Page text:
Once this is done, the wizard will configure the device and prepare it for use with your Windows 7 PC. Windows will automatically install any necessary drivers for added functionality. To verify that your Bluetooth is ready for use, we will now check in the Devices and Printers window.
Adding a Bluetooth Device Wizard
My Bluetooth enabled phone displayed in Devices and Printers.
And there we go, our Bluetooth device is now available in Devices and Printers. What can we now do? Well, you can add files to your phone easily. Or in the case of a cellular phone, you could use it as a wireless modem to connect to Internet (charges may apply and you might need to sign up for a mobile Internet contract with your service provider before you can do this).
Sending a file to my phone using Bluetooth
Let me show you how to add an audio file to your Bluetooth enabled phone. Click Start, open your Music folder or wherever you store your music. Right click the audio file > select Send to > click Bluetooth device. This will start the Bluetooth File Transfer wizard. Select your Bluetooth device, then click Next. Your file will then be transferred to your device and that’s it!
Bluetooth Transfer wizard transferring file to phone
You can check your phone which will alert that the file is now available, click Finish. It’s that simple! You can do the same with documents, pictures and even video.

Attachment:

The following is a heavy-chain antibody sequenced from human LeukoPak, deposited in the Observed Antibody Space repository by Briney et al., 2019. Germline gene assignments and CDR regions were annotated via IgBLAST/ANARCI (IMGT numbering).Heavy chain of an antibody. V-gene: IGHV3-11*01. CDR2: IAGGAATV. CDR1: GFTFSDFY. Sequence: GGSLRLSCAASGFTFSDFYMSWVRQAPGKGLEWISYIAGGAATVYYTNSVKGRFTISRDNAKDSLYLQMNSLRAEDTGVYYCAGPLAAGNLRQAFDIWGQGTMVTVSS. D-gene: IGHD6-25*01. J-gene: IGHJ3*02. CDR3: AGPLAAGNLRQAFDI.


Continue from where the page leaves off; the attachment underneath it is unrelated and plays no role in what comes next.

Transferring a file from my phone to my computer using Bluetooth.
If you want to send a file from your Bluetooth device to your Windows 7 PC, you will need to consult your devices documentation as this may vary. In my case, all I had to do for sending a picture, was browse the Pictures Gallery on my phone, select Options > select Send and select via Bluetooth. Select the name of your computer and click OK.
File transferred successfully!
Windows 7 will prompt you that this is an unsecured connection which cannot be permanently authorized. To work around this, click OK, click the ‘Allow Access’ For the next check box and select how long you would like the device to be connected while transferring data. Once this is done, simply click OK and your file will be transferred in seconds. To find the transferred file, click Start > your account folder > Documents folder > and open the Bluetooth Exchange Folder. There you will see your recently transferred file.
Removing Bluetooth devices
When you have completed your task and you decide you no longer need to have your Bluetooth device connected to your computer, just open Devices and Printers, select the device and click Remove Device on the command bar. Wait while Windows removes the device from your computer. If are going to be using the device regularly with your computer through Bluetooth, its best you at least let Windows 7 keep it until you are ready to use it again. Just remember to turn the Bluetooth connectivity on both your phone and computer off to preserve battery life and for security purposes.
So these are just some of the basic, easy and productive things you can do with Bluetooth in Windows 7. It’s not limited to just phones either, you can set up a Bluetooth printer, keyboard, mice and other types of peripherals and use them wirelessly. Certain Bluetooth devices can even work with your computer from 30 feet away. Bluetooth is powerful indeed!